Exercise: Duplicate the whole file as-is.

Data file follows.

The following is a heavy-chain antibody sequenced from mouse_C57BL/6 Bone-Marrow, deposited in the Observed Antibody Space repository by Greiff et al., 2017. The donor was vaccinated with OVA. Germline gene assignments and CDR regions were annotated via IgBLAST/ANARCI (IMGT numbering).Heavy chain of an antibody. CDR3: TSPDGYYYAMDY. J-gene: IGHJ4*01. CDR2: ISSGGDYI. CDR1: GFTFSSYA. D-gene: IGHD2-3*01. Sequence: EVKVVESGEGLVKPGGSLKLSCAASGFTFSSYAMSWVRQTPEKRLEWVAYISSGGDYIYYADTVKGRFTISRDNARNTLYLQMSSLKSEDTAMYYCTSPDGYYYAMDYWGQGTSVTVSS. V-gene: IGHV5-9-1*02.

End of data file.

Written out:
The following is a heavy-chain antibody sequenced from mouse_C57BL/6 Bone-Marrow, deposited in the Observed Antibody Space repository by Greiff et al., 2017. The donor was vaccinated with OVA. Germline gene assignments and CDR regions were annotated via IgBLAST/ANARCI (IMGT numbering).Heavy chain of an antibody. CDR3: TSPDGYYYAMDY. J-gene: IGHJ4*01. CDR2: ISSGGDYI. CDR1: GFTFSSYA. D-gene: IGHD2-3*01. Sequence: EVKVVESGEGLVKPGGSLKLSCAASGFTFSSYAMSWVRQTPEKRLEWVAYISSGGDYIYYADTVKGRFTISRDNARNTLYLQMSSLKSEDTAMYYCTSPDGYYYAMDYWGQGTSVTVSS. V-gene: IGHV5-9-1*02.